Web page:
Streamflow and Runoff The character, amount, and timing of discharge from a basin tells a lot about flow paths within the basin Therefore, important to hydrogeologist to identify how to create stream hydrographs from discharge measurements Measurement of discharge :
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The character, amount, and timing of discharge from a basin tells a lot about flow paths within the basin
Therefore, important to hydrogeologist to identify how to create stream hydrographs from discharge measurements
Measurement of discharge:
Method used depends on type of study, size of river and flow, data requirements, etc.
For small scale field studies discharge is measured over a crosssection at the point of interest using:
 time surface float from point a to point b
 average velocity is 0.85*surface velocity
 mean velocity*xsectional area = discharge
 measurement distance should be ~10x stream width
 very rough estimate
b) stream gage
 average velocity in a stream occurs at 0.368*depth above the bottom
 therefore standard to measure along a crosssection at 0.4 depth off bottom
 for more accurate estimates, averaging and depth measurements can be made..
 good method for turbulent streams
 need to use tracer that is a) easily soluble, b) have no or very low natural concentrations in stream, c) be conservative, d) easily detectable at low concentrations, e) ecofriendly, f) affordable
 sodium chloride (NaCl) often used, and concentration/conductivity relation established
 by introducing tracer upstream and measuring rate of concentration change downstream we can calculate discharge for the stream reach
for a gulp injection
where CT is the initial tracer concentration being introduced
Cb is the background concentration in the stream
and the integral in the denominator is evaluated graphically from a C vs. t plot..
 can be used in small streams where it is possible to focus all flow into a collector
More “Permanent” installations can be made using:
a)
 Dam (plate) with a vnotch (typically) that allows for controlled discharge through the notch.
 discharge can be related to the height of the backwater
 problems with sedimentation
Q = 3.33(L0.2H)H3/2
90o Vnotch
Where: Q is discharge (cfs)
L is length of weir crest (ft)
H is head of backwater above crest (ft)
See text for metric equations
 artificial stream reaches that conduct flow through through a constricted cross section that has a fixed stagedischarge relation (rating curve)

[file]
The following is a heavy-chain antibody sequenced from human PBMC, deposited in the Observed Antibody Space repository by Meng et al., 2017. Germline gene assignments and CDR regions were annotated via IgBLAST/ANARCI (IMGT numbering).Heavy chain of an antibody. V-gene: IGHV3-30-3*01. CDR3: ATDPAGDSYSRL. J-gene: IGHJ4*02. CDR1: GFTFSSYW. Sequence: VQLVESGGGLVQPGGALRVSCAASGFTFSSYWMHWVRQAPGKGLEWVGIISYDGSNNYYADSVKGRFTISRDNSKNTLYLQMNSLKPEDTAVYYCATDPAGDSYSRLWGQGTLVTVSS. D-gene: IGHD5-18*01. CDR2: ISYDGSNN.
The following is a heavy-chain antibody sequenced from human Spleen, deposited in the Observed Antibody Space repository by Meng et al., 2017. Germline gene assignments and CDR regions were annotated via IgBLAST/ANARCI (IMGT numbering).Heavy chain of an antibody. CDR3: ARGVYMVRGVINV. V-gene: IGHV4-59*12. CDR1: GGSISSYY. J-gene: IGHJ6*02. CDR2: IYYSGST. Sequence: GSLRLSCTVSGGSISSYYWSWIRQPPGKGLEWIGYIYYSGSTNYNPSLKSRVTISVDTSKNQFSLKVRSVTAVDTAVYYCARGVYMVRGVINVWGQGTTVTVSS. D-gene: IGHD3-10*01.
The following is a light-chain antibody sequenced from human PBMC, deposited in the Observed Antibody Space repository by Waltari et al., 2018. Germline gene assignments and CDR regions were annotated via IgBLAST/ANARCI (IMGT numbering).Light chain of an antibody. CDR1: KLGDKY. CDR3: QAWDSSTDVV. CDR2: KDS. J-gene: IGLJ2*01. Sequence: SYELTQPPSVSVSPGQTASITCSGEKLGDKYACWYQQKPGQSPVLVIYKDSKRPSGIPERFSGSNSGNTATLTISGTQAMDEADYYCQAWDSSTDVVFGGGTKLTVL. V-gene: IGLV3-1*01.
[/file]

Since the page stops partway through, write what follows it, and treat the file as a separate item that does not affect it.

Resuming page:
height measured in flume relates directly to discharge
 sedimentation problems minimal

often useful to calibrate with stream gaging over a range of flows (both weirs and flumes). Rating curve
c) stage measurement at natural crosssections
establish rating curve for natural stream crosssection
 use pressure transducer or float in stilling well to continuously measure stage (and therefore discharge)
 best sites are:
a) more still area just up from fast water reach
b) area that is geomorphologically stable
Often in an ungaged area we are interested in assessing the discharge of a recent flood event, or we need discharge where measurements of velocity can’t be made
 If evidence of the highest stage is marked on the stream banks can be approximated by measuring two crosssections (more can be measured) numbered i=1 for the upstream section and i=2 for the downstream section
K is called the conveyance for each cross section
g is gravitational acceleration
uc is a unit conversion factor ( )
Yi is the average depth for each section
Ai is the crosssectional area for each section
Xi is the xsectional water surface width
C is called Chézy’s C and is a factor describing the crosssection’s resistance to flow
Um is another unitconversion factor
n is “Manning’s Roughness Coefficient” (values from tables), generally between 0.00.2
ΔZ = diff. Between high water marks of two sections
L is distance between two sections
k is an eddy coefficient (if downstream xsect area is bigger than upstream k = 0.5, k=0 is opposite is true
This method gives values within 1020% of reality
Manning Equation crosssection’s resistance to flow
 can be used for past flows or flows under conditions where direct measurements are impossible
Where R is the hydraulic radius (ratio of xsectional area/wetted perimeter)(wetted perimeter is the crosssectional length of the stream bed), S is the slope of the channel (rise over run, so head gradient). Velocity is in meters/sec
Wetted perimeter is a+b+c
c
a
b
Hydrograph can be discharge over any period of time, but usually we analyze hydrographs before during and after specific precipitation events
Rising portion of a hydrograph is known as the concentration curve
Region in the vicinity of the peak is called the crest segment
Falling portion is the
The shape of individual hydrographs will depend on the precipitation pattern characteristics and the basin properties
Hydrographs can be separated into two major components: quickflow (or event flow, storm runoff, direct runoff) and baseflow..